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What is service-level agreement (SLA)?

A contract between a service provider and a customer, a service-level agreement (SLA) specifies what services the service provider will furnish.

A service-level agreement (SLA) is a contract between a service provider and its internal or external customers that describes the service, usually in measurable terms, to be furnished.

SLAs originated with network service providers, but are now widely used across the telecommunications and IT industries. Companies that offer network-based services -- Internet service providers (ISPs), telcos and managed services providers (MSPs), for example -- typically provide SLAs to their customers. SLAs may also target a business' internal users. Corporate IT organizations, particularly those that have embraced IT service management (ITSM), enter SLAs with their in-house customers (users in other departments within the enterprise). An IT department creates an SLA so that its services can be measured, justified and perhaps compared with those of outsourcing vendors.

The proliferation of cloud-based services in recent years has established yet another field in which service providers create SLAs. Infrastructure as a Service (IaaS) providers such as Amazon Web Services and Microsoft Azure offer SLAs to their customers, as do smaller cloud service providers and Software as a Service (SaaS) companies.

SLAs measure the service provider’s performance and quality in a number of ways. Some metricsthat SLAs may specify include:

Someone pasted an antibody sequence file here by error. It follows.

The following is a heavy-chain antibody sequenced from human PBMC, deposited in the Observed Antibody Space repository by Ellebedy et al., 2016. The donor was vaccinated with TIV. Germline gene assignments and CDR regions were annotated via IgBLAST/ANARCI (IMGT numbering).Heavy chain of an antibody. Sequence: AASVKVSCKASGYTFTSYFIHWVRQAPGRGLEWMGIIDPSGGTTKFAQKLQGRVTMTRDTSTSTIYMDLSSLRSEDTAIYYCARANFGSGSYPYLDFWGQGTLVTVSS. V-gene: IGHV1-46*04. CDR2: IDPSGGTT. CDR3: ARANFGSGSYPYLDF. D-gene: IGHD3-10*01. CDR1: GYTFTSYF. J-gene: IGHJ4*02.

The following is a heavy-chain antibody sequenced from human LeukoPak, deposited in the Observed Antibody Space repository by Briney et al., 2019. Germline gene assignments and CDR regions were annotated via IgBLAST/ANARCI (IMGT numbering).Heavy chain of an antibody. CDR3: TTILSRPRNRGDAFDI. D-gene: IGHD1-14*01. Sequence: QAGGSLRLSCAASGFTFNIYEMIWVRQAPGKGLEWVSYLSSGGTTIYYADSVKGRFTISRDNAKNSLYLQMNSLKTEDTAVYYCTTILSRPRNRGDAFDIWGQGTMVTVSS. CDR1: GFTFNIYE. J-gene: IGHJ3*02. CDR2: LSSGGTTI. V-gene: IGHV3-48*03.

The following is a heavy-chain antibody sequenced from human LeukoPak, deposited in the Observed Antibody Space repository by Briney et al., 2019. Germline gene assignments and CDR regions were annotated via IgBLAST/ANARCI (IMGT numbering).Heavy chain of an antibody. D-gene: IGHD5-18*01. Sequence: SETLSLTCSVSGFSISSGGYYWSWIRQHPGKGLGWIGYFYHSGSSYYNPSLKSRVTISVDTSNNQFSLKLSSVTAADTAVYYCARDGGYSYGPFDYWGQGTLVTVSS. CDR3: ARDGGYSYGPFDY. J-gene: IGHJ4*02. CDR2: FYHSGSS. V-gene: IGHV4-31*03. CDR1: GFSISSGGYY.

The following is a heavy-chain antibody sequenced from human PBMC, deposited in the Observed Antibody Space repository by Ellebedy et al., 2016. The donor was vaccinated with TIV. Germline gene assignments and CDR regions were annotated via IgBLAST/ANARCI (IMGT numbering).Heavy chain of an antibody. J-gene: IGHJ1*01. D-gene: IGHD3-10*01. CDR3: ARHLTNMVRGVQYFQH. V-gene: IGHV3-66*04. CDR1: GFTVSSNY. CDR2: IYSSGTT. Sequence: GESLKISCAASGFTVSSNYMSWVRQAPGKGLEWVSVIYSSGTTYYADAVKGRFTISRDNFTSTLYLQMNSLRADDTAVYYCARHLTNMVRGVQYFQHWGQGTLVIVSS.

• Availability and uptime -- the percentage of the time services will be available
  • The number of concurrent users that can be served
  • Specific performance benchmarks to which actual performance will be periodically compared
  • Application response time
  • The schedule for notification in advance of network changes that may affect users
  • Help desk response time for various classes of problems
  • Usage statistics that will be provided.

In addition to performance metrics, other SLA components may include a plan for addressing downtime and a policy for dealing with SLA breaches on the part of the service provider (customer credits, for instance).

SLAs, once established, should be periodically reviewed and updated to reflect changes in technology and the impact of any new regulatory directives (changes to the PCI DSS standard, for instance).

 

 

This was first published in December 2008

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